Last week, we completed installation of temporary glass in the 7 roses of the New Testament Window (#41) at Grace Cathedral. This week we focus on the 5 tall, narrow spires called lancets below the roses. Each lancet is dedicated to an individual saint (Peter, James… John & Thomas), with Jesus in the center.
Unlike the tricky U-channels found in the roses, the large rectangular panels of the lancets are mounted with the simpler T-bar system. The panel is centered between the two vertical channels and sits on top of the metal bar. Metal tabs on the top and bottom hold the glass in place.
Of course, not every opening has the same dimensions, so trimming of the glass panels was often necessary.
Perhaps the most difficult section of the entire window to install was “head and shoulders” at the very top of each lancet. The four sections had to be installed in a particular order and carefully joined with slip joints.
Another interesting feature discovered at Grace Cathedral was the system used to capture and remove condensation on the windows. Long copper trays were found at the base of each lancet. The water is drained away with pipes that exit to the exterior:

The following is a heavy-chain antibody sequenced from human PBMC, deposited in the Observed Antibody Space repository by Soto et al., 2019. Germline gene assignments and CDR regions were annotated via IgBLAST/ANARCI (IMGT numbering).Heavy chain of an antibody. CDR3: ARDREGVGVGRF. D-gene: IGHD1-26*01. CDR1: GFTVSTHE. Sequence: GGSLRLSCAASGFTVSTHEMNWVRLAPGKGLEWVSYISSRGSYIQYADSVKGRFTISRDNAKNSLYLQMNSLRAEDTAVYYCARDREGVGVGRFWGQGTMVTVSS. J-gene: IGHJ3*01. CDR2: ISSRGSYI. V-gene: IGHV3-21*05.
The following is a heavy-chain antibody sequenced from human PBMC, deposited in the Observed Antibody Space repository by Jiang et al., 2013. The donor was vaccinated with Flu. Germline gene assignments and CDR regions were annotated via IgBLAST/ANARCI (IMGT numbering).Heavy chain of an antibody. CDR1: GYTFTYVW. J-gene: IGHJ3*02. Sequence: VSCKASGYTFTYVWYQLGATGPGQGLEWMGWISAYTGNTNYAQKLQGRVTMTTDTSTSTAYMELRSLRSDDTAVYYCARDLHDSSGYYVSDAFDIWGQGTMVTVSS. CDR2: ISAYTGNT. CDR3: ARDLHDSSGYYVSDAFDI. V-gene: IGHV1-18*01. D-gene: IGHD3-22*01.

Meanwhile, Back at the Studio…
With hundreds panels of glass leaving the Cathedral and entering the Nzilani studio, it is extremely important to have a clear system of monitoring where each panel is at any moment in time and what stages of treatment have been completed. At Nzilani, we have developed a graphic/color-coding system that helps quickly identify the location of each panel. A visual map helps us keep track whether the panels have been photographed, rubbed, soaked, dismantled, rebuilt, etc.